I have just finished reading the book of Genesis in my pursuit to read the Bible back-to-back this year. It’s been a wonderful experience so far, which has left me with a deep curiosity to want to learn more about the Bible as both a philosophical and a spiritual book.
Unlike in the past, however, this time around, I found myself pausing frequently. The pauses were because I started grappling with some thoughts coming from what I was reading, which I did find amusing. Some of the stories in Genesis reminded me of the books I read in my leisure time, while others brought back my childhood memories in the streets of Dar es Salaam, Tanzania.
Interestingly, The Vital Question by Nick Lane aroused a burning curiosity in me to understand more what Genesis 1–2 entails, posing a question: What was happening before “In the beginning [that] God created the heaven and earth”? How to Talk to Strangers by Malcolm Gladwell made me wonder what my reactions would be like had I been Abraham that miraculously met the Lord, who was on the way to destroy Sodom and Gomorrah. “Will you indeed sweep away the righteous with the wicked?” Abraham asked. “If I find at Sodom fifty righteous in the city, I will spare the whole place in their sake,” the Lord answered.
Well, in the end, the city was divinely set on fire. Because it turned out that Sodom had only four righteous people — Lot, his wife, and his two daughters — so God did not spare the city. But, when the spared four were running to safety, something grievous happened: Lot’s wife turned into a pillar of salt.
“Wait a minute,” I said to myself. “I thought Lot’s wife was righteous, for righteous people supposedly do not do what she did,” I wondered. Either way, what happened, happened. But how I wish she had read Jordan Peterson’s first rule — “Stand up straight with your shoulders back,” and, yes, don’t look back — in his work 12 Rules For Life: An Antidote To Chaos.
Chaos indeed prevailed as I kept reading Genesis. I put question marks at the end of some of the verses; I tried to read different Bible versions to deepen my understanding. From this struggle, I found order in a mind-blowing way: I was amazed by a small, calming voice in me that stirred me into understanding what I was reading by sometimes using some books in my past reading list as examples.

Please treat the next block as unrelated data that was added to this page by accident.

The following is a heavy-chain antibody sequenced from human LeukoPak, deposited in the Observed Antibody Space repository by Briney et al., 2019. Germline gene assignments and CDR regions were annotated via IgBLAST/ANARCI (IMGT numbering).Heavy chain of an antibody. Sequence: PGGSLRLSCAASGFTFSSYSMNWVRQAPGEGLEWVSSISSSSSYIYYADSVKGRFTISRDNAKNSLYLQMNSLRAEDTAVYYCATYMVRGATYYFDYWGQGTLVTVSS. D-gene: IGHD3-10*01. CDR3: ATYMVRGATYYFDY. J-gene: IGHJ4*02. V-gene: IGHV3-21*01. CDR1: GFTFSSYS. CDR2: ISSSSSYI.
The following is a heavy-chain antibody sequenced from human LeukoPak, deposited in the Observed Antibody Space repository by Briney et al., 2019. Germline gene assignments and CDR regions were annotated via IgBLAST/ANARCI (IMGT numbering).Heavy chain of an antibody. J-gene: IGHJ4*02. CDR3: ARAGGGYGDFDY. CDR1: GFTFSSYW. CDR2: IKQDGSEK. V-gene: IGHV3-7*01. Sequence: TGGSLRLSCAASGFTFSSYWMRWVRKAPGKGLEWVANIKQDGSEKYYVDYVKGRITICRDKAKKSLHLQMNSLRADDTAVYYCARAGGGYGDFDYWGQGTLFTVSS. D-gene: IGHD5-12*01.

Among the thought-provoking books I read, Olaudah Equiano: The Interesting Narrative and Other Writings related closely to a spiritually-awakening story from Genesis about Joseph-the-dreamer.
Olaudah Equiano was born in what is now southeastern Nigeria in 1745. At eleven years of age, he was enslaved and sold to English slave traders, who then transported him to the West Indies. From there, his dreadful life as a slave officially began. Eventually, he ended up traveling to Virginia in North America and then to London in Great Britain. In London, Olaudah became a slave of a British navy officer that gave Olaudah the name Gustavus Vassa. After ten years in slavery, Gustavus Vassa was able to buy his freedom from his entrepreneurial activities, which saw him becoming a wealthy businessman and an influential person in spiritual and social reform, paying a crucial role in abolishing the Atlantic slave trade.
Joseph-the-dreamer, on the other hand, perhaps does not need a big introduction. He is among the famous personalities in the Bible, Israel’s most loved child. Because of Joseph’s moral compass and his dad’s love, he got into trouble. And at a young age, he was sold into slavery to Egypt by his brothers, contemptuously. In Egypt, he worked under a military commander responsible for the Egyptian King’s security. And, as if slavery was not enough, Joseph’s personality seemed not to be the only thing that could put him into trouble. His look — both of form and of appearance — sexually attracted his master’s wife, who then accused Joseph of attempted rape when he disagreed to “lie with her.”
The prison was Joseph’s next stop; but, it was in the prison where he found himself rising the social ladder with a new title — the Prime Minister of the kingdom — and a new name — Zaphenath-paneah. “Zaphenath-paneah is a cool name to have,” I thought. Its meaning: One who discovers hidden things.
Undeniably, from reading Genesis, a lot was revealed to me spiritually, emotionally, and even intellectually. And who would have thought that an enslaved Nigerian boy would become a wealthy businessman in London when black people were reportedly receiving the worst dehumanizing treatments? Who would have expected that a despised Joseph would become the second most powerful person in the social hierarchy of one of the earliest, most advanced world civilizations? Probably, nobody — or, maybe, very few people. Whatever the answer is, Olaudah and Joseph lived inspiring lives, full of wisdom and wonders.
Genesis: The beginning of the beginning. The ‘beginning’ that saw the creation of, perhaps, the most powerful entity in the universe — human. And if anything, Genesis taught me a big deal about this entity and about courage, humbleness, righteousness, power, faith, and forgiveness — that spirit of forgiveness that made Zaphenath-paneah wept in front of his brothers when he said, “I am Joseph! [Therefore:] Don’t be afraid. You intended to harm me, but God intended it for good to accomplish what is now being done, the saving of many lives.”
Honestly, I’m not sure if most of us dare to forget our pains and forgive our enemies just like that.